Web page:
[Editor's note: If you're interested in this topic or want to learn more, check out the program for our upcoming VERGE Boston event on May 13-14.]
The next frontier of IT will focus on wicked problems embedded in emergent business systems. One of the most notable yet overlooked areas is the intersection of business, communities, biodiversity and ecosystem services, upon which all rely.
Some examples of the players in this space include Microsoft Research's Madingley Model, the European Space Agency's remote sensing of ecosystems and Stanford University's Natural Capital Project and ecosystem services model, according to a recent BSR report.
For IT developers and B2B IT customers alike, the question is: Are you assessing business opportunities from either building out or pilot testing these new ecosystem services IT systems in the coming months and years?
In many ways this emerging, beta version-filled IT domain is a response to the growing recognition that we live in an era of wicked problems that are difficult to solve with no easy solutions. Climate change is a prime example of a wicked problem, as is the challenge of identifying the course ahead for multinational companies in an era of climate change. Both issues are characterized by better or worse options, no clear test of proposed solutions and with the potential that problems and solutions may be manifestations of other problems.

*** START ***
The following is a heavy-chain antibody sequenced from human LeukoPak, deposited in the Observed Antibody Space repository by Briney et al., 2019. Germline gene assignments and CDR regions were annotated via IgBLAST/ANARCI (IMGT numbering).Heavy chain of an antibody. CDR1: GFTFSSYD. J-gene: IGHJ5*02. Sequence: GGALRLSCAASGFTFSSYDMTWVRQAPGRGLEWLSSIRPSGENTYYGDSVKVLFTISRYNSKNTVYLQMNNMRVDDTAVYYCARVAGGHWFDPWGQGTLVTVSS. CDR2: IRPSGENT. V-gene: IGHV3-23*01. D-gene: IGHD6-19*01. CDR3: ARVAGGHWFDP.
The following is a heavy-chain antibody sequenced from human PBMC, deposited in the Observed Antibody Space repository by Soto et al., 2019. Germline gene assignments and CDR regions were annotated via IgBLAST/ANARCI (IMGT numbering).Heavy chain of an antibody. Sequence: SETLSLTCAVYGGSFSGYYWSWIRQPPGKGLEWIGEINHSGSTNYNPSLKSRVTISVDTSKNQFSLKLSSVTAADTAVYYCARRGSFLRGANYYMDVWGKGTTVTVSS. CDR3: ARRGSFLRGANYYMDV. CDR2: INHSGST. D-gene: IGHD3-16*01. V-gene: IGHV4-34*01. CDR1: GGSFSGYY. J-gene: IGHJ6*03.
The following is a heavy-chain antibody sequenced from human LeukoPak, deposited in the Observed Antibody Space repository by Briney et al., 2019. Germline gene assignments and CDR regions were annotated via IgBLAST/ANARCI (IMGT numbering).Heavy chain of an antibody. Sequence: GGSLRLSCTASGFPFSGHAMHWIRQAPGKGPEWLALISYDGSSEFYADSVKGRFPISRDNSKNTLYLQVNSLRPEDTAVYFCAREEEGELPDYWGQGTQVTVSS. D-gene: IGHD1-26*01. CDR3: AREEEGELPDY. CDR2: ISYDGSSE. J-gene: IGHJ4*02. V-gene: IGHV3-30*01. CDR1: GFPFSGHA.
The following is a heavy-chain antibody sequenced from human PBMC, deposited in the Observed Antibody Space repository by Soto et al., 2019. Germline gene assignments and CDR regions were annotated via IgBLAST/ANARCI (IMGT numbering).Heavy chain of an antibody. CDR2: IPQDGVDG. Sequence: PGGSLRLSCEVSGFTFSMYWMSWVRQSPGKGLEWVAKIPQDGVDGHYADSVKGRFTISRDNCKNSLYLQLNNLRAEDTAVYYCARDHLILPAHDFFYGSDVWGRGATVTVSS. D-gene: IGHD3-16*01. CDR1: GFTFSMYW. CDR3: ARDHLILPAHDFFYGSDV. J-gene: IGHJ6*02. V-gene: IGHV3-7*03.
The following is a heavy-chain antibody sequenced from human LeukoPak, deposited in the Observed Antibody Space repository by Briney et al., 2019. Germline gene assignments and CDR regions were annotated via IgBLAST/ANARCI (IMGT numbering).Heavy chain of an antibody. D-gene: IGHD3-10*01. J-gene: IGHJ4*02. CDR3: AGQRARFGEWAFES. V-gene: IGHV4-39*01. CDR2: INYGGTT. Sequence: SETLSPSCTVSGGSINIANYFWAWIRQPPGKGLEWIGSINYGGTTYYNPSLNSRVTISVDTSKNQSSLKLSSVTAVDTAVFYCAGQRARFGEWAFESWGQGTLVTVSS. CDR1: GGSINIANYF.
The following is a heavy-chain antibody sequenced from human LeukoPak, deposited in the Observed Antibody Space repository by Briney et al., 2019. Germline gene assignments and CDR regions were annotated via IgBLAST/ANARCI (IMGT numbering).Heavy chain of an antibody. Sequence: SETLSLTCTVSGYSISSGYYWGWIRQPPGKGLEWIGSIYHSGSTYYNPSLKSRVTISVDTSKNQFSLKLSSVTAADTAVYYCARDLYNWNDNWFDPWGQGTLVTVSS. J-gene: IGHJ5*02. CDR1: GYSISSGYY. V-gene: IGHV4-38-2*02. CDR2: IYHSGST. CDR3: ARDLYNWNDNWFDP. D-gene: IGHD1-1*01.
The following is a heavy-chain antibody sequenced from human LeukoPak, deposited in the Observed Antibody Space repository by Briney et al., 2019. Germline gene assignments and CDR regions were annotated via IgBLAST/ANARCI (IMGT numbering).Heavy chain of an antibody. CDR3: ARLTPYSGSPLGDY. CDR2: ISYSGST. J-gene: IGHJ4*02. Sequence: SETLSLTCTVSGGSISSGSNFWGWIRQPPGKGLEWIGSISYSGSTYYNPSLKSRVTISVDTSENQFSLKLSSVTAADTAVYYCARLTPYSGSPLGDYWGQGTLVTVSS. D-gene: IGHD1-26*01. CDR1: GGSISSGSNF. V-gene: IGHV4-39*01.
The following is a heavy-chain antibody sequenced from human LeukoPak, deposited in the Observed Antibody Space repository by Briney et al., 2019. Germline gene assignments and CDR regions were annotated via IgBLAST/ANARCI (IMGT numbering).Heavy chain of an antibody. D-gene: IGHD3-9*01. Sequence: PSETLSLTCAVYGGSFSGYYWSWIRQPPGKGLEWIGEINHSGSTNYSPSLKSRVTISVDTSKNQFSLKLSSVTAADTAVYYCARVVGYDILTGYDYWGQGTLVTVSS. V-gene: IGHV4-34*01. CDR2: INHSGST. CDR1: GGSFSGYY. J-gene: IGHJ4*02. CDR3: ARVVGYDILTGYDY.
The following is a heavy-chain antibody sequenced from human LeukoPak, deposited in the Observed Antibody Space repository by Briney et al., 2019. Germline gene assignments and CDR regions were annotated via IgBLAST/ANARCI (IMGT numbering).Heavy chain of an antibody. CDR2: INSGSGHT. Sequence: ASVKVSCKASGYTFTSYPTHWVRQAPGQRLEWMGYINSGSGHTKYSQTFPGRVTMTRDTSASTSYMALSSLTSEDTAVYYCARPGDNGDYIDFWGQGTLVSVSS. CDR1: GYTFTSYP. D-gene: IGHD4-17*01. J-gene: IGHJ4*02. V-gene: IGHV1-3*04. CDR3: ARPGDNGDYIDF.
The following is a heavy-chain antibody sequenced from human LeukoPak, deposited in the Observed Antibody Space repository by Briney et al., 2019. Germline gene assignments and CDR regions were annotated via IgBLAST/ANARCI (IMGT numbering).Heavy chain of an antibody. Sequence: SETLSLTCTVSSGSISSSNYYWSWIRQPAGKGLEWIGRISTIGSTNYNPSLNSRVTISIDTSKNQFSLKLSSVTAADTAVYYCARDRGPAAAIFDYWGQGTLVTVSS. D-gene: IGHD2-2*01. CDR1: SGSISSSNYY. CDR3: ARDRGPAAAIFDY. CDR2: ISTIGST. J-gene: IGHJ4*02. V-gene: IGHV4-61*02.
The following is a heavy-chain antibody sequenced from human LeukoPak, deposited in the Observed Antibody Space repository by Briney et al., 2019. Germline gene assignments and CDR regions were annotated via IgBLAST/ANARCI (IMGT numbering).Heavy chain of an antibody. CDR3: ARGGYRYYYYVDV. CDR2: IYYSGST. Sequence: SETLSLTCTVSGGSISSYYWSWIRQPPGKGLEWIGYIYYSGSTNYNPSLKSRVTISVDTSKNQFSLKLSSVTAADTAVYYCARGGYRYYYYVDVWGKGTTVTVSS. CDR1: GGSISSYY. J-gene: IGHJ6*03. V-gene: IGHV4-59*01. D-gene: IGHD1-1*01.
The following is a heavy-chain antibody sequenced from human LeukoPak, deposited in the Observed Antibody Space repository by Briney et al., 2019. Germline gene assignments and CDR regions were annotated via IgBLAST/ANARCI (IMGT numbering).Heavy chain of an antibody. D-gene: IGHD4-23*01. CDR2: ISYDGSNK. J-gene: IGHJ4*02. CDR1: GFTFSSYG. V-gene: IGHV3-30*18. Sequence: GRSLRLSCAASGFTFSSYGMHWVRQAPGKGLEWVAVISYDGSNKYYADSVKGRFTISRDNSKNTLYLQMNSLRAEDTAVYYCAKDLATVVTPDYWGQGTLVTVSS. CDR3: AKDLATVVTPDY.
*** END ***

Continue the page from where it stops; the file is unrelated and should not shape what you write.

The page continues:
For companies, the wickedness of many of today's looming natural resource-related business problems is due to how embedded the challenges are within emergent systems, both financial and ecological. Both systems are self-organizing and the structure, patterns and properties are continually changing.
A simpler example of an emergent system would be the game of chess. The rules are set, but it is very hard to predict the next move within a particular game at a specific moment because players operate in a dynamic and interacting state of play. Each move is emerging in the moment.
How is a company to identify, plan for and avoid significant risks, as well as realize opportunities, within emergent systems that appear to be mired in wicked problems? Enter the new application domain of IT and multi-stakeholder engagement around biodiversity and ecosystem services.
Next page: Visualizing systems dynamics